- Down with Disembodiment; or, Musicology and the Material Turn
Confronted with the spread of electronic technologies into nearly every corner of musical life, musicologists and practitioners of sound studies have avidly embraced the theme of music’s technological mediation. The mp3 file format, the “cybersounds” of the Internet music scene, and the instrumental ensemble of the modern orchestra are just a few topics that have served as subjects of recent critical and historical inquiry.1 Summing up this disciplinary activity, Emily Dolan contends that “musical technologies have become the objects that hold our fascination, that demand analysis, explanation, and contex-tualization.”2 Dolan portrays this “material turn” as a necessary corrective to musicology’s long-standing idealism, which holds that musical works possess an identity separate from their realizations in performance and from the techniques of inscription (whether those of memory, writing, or recording) that render them repeatable.3 In a more interdisciplinary register, media theorist David Cecchetto categorically states that “today’s subject is first thought in relation to technology,” thus outlining a mode of analysis that seeks to both assimilate and supersede consideration of the social and bodily dimensions of subjectivity.4
To be sure, the economic, social, and perceptual ramifications of music technologies, both historically and today, deserve careful study. Equally deserving of study, however, is the way in which the scholarly fascination Dolan [End Page 160] identifies mirrors the fascination with technology among those denizens of the world whom Jared Diamond calls weird (Western, educated, industrialized, rich, and democratic).5 Just as gazing at a computer screen or smart phone often results in attenuated body awareness and movement, scholarship focusing on music technologies likewise tends to sideline that other material resource required for musical experience: human bodies. As materials for study, the intricacies of music perception, bodily responses to music, and the coordination of mental intentions and motor skills in musical performance appear to hold less interest for musicologists than the industry-driven technologies supporting musical production and consumption. The end result is a certain rhetorical drift by which humans become “users” who adapt, in deterministic fashion, to a changing array of inventions and their accompanying interfaces.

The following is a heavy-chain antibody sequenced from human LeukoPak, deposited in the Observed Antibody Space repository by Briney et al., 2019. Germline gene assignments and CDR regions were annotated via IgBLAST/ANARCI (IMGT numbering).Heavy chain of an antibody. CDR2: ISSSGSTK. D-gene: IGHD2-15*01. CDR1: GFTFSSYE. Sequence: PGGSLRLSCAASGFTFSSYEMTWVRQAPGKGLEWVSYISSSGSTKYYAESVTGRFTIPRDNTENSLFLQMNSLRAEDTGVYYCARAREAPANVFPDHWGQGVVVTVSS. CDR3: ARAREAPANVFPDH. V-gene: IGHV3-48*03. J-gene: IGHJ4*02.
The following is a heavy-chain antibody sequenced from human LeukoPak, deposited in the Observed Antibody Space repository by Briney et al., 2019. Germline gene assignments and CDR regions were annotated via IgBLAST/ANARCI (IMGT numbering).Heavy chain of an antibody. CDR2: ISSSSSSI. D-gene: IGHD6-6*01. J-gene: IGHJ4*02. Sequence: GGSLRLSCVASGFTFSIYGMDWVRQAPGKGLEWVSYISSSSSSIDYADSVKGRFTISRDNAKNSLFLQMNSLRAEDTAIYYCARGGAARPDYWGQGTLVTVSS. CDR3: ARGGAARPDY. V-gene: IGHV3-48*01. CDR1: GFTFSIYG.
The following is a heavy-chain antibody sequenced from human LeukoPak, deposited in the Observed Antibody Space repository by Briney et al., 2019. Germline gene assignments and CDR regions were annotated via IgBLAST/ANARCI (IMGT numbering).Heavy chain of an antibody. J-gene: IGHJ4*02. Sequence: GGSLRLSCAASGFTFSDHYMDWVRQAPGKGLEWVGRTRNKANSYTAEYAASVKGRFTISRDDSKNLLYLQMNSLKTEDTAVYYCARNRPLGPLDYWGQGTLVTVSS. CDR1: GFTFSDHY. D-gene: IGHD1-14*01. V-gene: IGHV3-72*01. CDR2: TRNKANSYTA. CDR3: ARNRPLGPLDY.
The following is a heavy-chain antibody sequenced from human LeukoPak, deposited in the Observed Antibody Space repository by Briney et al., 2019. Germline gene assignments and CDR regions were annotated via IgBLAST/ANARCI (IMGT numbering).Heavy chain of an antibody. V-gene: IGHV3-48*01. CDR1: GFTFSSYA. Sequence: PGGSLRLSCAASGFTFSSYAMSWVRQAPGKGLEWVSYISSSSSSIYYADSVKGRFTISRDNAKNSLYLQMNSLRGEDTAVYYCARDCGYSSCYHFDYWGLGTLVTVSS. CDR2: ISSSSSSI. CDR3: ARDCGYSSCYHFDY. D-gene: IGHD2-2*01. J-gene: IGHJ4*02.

The enormous cultural prestige of technology is not the only reason for the relative neglect of the body in musicology today.6 Most of what goes on between ears, brain, and the rest of the body is still poorly understood, and the little that has been established by empirical studies is generally ignored by musicologists.7 This indifference toward studies of sensation, perception, and bodily kinetics is a symptom of not only traditional disciplinary divisions but also the lingering constructivism that, in its hostility to essentialism, denies the sciences any purchase on theories of embodiment, which might be defined as the nexus of relations between mind and body, individual and society, organism and culture (with those pairs understood as neither symmetrical nor strictly separable from one another).8 However, constructivism, along with its poststructuralist cousin deconstruction, has increasingly come under fire from a diverse range of humanists, including feminists for whom the expulsion of biology from critical discourse has hampered efforts to come to grips with contemporary threats to women’s health and well-being. Elizabeth Grosz’s assay in Darwinian philosophy argues that humanists need to place a “reconfigured concept of the biological body” in dialogue with analysis of the social forces impinging upon the bodily imaginary.9 Similarly, Elizabeth Wilson calls for intensive study of the somatic aspects of emotion, sexuality, and psychological illnesses, phenomena [End Page 161] whose attendant discourses have been unfairly dominated, she argues, by the ideational.10 In sum, feminist interventions in so-called new materialism are renegotiating relations between matter and ideas in nondeterministic and politically sensitive ways.11
For the most part, technology studies have perpetuated a constructivist line of argument by foregrounding the formative power that technologies, rather than the once-ubiquitous “discourse,” exert upon individual experiences of embodiment.12 While we do not wish to discount the importance of technology in this capacity, we believe that a better balance might be struck between technosocial and biological considerations in studies of embodiment. At...